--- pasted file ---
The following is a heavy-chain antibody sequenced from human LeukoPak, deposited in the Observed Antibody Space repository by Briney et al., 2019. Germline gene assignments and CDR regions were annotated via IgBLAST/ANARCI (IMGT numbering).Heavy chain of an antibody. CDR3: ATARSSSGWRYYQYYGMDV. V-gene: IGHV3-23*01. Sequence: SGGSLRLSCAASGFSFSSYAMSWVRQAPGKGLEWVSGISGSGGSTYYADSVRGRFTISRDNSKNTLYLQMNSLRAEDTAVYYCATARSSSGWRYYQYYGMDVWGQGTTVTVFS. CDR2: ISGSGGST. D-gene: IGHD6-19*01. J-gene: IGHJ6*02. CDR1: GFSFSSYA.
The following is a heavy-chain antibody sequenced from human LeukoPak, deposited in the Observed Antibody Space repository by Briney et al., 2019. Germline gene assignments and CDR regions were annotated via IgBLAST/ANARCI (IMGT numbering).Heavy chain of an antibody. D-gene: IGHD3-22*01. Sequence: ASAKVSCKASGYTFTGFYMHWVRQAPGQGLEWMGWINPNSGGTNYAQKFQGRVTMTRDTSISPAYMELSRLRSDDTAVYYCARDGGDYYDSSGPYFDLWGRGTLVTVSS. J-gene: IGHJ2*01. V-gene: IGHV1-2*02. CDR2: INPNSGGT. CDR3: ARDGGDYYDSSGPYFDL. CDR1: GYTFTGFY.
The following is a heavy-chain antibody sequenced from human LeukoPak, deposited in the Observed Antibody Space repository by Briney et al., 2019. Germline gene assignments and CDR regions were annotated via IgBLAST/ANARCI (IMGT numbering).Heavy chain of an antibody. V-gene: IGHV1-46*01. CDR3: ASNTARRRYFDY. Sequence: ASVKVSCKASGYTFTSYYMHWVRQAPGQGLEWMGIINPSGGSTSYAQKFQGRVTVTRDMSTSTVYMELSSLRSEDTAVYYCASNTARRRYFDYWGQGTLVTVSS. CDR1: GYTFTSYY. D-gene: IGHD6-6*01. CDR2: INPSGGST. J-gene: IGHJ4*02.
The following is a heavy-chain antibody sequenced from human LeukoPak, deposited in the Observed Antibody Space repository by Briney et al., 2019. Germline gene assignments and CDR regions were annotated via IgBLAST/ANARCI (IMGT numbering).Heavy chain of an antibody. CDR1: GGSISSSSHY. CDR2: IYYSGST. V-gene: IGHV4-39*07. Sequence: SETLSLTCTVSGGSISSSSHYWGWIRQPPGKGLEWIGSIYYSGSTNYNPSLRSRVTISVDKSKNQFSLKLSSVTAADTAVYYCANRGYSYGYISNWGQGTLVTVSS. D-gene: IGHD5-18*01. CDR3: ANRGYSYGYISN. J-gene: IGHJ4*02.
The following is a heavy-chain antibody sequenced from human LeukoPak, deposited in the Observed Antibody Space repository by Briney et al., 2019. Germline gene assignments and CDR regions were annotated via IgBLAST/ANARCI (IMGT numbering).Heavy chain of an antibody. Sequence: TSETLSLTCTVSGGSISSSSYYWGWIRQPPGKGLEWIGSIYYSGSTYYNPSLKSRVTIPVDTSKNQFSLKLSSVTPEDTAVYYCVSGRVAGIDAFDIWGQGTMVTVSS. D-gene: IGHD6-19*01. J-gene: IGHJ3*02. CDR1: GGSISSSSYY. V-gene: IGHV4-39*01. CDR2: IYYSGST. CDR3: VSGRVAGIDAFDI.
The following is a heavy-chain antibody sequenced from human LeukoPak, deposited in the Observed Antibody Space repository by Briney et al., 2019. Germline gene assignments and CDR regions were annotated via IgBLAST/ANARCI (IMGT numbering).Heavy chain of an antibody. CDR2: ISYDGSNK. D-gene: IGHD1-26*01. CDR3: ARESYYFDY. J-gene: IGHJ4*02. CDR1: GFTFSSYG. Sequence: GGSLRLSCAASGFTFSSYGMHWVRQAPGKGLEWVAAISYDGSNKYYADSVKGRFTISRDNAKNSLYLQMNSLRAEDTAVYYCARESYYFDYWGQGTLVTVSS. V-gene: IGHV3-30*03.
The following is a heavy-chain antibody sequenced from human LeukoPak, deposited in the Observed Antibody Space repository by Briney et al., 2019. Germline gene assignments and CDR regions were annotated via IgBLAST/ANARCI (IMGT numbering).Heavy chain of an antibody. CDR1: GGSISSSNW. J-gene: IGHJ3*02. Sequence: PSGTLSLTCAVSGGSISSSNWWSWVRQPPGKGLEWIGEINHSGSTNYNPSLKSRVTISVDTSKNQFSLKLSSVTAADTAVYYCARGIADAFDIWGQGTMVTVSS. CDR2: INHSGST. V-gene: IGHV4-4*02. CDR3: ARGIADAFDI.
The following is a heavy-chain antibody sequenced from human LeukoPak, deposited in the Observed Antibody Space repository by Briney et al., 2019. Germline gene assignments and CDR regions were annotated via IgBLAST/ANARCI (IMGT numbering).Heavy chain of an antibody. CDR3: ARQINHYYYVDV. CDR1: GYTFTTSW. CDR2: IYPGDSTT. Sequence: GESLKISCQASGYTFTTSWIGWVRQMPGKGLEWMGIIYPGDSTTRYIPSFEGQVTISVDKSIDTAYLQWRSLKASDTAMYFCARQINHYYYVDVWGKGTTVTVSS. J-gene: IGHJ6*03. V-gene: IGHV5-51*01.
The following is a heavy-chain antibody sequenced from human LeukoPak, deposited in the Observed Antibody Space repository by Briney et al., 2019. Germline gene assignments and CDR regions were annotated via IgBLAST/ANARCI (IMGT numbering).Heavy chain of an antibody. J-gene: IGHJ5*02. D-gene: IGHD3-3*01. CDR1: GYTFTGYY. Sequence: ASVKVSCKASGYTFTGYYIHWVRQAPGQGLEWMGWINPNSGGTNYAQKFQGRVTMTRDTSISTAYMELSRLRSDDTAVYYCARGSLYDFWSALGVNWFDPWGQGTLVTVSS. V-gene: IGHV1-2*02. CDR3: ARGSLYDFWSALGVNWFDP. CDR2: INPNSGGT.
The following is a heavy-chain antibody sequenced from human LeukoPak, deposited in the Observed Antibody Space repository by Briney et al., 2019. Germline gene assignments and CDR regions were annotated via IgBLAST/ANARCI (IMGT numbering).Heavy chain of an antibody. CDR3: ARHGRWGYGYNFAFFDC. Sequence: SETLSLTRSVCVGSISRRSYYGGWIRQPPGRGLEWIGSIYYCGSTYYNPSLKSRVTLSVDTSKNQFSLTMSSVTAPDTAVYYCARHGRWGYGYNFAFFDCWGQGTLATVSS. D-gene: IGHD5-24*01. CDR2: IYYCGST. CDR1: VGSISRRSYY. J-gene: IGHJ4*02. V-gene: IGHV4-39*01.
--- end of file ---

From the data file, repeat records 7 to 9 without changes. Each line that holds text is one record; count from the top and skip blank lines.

The following is a heavy-chain antibody sequenced from human LeukoPak, deposited in the Observed Antibody Space repository by Briney et al., 2019. Germline gene assignments and CDR regions were annotated via IgBLAST/ANARCI (IMGT numbering).Heavy chain of an antibody. CDR1: GGSISSSNW. J-gene: IGHJ3*02. Sequence: PSGTLSLTCAVSGGSISSSNWWSWVRQPPGKGLEWIGEINHSGSTNYNPSLKSRVTISVDTSKNQFSLKLSSVTAADTAVYYCARGIADAFDIWGQGTMVTVSS. CDR2: INHSGST. V-gene: IGHV4-4*02. CDR3: ARGIADAFDI.
The following is a heavy-chain antibody sequenced from human LeukoPak, deposited in the Observed Antibody Space repository by Briney et al., 2019. Germline gene assignments and CDR regions were annotated via IgBLAST/ANARCI (IMGT numbering).Heavy chain of an antibody. CDR3: ARQINHYYYVDV. CDR1: GYTFTTSW. CDR2: IYPGDSTT. Sequence: GESLKISCQASGYTFTTSWIGWVRQMPGKGLEWMGIIYPGDSTTRYIPSFEGQVTISVDKSIDTAYLQWRSLKASDTAMYFCARQINHYYYVDVWGKGTTVTVSS. J-gene: IGHJ6*03. V-gene: IGHV5-51*01.
The following is a heavy-chain antibody sequenced from human LeukoPak, deposited in the Observed Antibody Space repository by Briney et al., 2019. Germline gene assignments and CDR regions were annotated via IgBLAST/ANARCI (IMGT numbering).Heavy chain of an antibody. J-gene: IGHJ5*02. D-gene: IGHD3-3*01. CDR1: GYTFTGYY. Sequence: ASVKVSCKASGYTFTGYYIHWVRQAPGQGLEWMGWINPNSGGTNYAQKFQGRVTMTRDTSISTAYMELSRLRSDDTAVYYCARGSLYDFWSALGVNWFDPWGQGTLVTVSS. V-gene: IGHV1-2*02. CDR3: ARGSLYDFWSALGVNWFDP. CDR2: INPNSGGT.